Assuming you can bypass the software speed limiter (which I really doubt), the issues that could cause critical failures that are not a concern below the speed limit:

1) Heat generated by the motor, inverter and/or gears exceed limits and parts melt.

2) Electronic drive components are driven beyond there design limits and fail.

3) Vehicle stability systems are not tuned to these higher speeds and unexpected problems may develop due to these systems.

4) At some point the centrifigal forces rip the motor apart.

5) Oil in the gear case starts foaming, causing loss of useful lubrication (with failure to occur soon after).

6) Rotational parts could hit a resonant frequency not encountered at lower speeds and cause all sorts of catastrophic problems.

All these sound very costly if they occur. I'm sure there is a design safety margin for all these situations, and the software does monitor issues like heat to help prevent some of these types of failures. Still, it's not a lot different than pushing a ICE car beyond it's design limits - usually something fails, and often catastrophically.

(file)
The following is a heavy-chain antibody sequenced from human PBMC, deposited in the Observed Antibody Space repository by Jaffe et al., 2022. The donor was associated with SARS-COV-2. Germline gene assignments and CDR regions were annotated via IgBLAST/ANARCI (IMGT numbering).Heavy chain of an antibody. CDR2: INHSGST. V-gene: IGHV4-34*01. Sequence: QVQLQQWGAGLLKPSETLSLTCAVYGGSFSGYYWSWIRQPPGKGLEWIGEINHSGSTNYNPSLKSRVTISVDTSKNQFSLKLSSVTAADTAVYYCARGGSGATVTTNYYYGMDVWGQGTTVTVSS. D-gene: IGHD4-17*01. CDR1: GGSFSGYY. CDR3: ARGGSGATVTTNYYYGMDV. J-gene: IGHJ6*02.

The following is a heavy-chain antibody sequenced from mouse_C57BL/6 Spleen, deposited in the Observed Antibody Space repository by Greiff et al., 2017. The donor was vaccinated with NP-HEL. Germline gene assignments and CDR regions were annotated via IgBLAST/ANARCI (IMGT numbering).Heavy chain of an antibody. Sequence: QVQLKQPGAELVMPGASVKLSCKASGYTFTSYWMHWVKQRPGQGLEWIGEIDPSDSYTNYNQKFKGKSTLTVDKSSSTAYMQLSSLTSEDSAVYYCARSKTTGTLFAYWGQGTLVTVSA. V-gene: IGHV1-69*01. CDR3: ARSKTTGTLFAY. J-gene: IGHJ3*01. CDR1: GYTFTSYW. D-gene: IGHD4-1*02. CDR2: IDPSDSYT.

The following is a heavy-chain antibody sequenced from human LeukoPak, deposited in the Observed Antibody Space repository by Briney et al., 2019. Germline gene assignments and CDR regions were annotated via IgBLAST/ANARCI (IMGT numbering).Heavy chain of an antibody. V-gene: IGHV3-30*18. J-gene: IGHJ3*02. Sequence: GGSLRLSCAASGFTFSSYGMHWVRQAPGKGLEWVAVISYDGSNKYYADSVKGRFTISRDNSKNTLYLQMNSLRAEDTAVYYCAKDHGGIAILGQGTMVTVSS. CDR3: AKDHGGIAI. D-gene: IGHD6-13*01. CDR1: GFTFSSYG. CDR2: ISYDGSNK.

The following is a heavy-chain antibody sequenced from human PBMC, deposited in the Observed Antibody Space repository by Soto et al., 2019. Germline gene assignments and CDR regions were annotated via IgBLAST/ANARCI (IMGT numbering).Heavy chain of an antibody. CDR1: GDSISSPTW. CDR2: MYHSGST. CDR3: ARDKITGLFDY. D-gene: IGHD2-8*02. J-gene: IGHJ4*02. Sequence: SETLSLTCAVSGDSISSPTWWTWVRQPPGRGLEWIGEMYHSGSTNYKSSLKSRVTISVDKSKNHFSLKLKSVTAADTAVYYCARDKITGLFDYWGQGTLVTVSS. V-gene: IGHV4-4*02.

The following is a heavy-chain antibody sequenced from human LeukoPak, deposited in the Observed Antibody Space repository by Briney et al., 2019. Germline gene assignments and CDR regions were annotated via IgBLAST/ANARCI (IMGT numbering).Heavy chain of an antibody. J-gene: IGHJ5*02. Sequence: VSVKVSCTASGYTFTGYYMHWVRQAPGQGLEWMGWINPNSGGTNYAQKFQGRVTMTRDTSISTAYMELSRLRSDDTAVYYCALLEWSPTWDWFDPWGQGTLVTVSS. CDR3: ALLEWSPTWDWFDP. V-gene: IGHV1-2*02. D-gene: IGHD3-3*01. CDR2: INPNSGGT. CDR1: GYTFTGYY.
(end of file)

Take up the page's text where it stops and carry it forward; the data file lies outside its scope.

I think it may be hard to find someone willing to take these kinds of risks with their own MS, but good luck!

Olof | October 22, 2013

I read in a TM investor presentation that the MS motor is limited to 18000 rpm. That means 1849 wheel rpm at the reduction of 9.73:1 and at a wheel diameter of 27,7" gives you a speed of

drum roll... 152,8 mph!

If the motor has enough torque at 18000 rpm to drive at that speed I don't know.

DonS | October 22, 2013

I calculated top speed using the 0.24 drag coefficient and assuming 4800 lb curb weight with a driver. There is also a nominal value included for rolling resistance. 416HP would get a top speed of just over 200 mph, but would need lower gearing to avoid destroying the motor and a really long straight away.

Here is a calculator I used:

DonS | October 22, 2013

Also, I used a frontal are of 28.8 square feet.

George with SacEV | October 22, 2013

It would seem that IF Tesla/Musk wants to impact the GERMAN Luxury/Performance sedan market, it/he will have to retune the German Market cars for MUCH higher top speed in order to be attractive as autobahn cruisers.

I recall being passed on the German autobahn by a Ferrari going about 150+ mph ( I was going about 90 mph in a 1 day new 3-series BMW and he passed me like I was standing still) and the Ferrari was being tailgated by a 7 Series BMW about 18 inches off his rear bumper!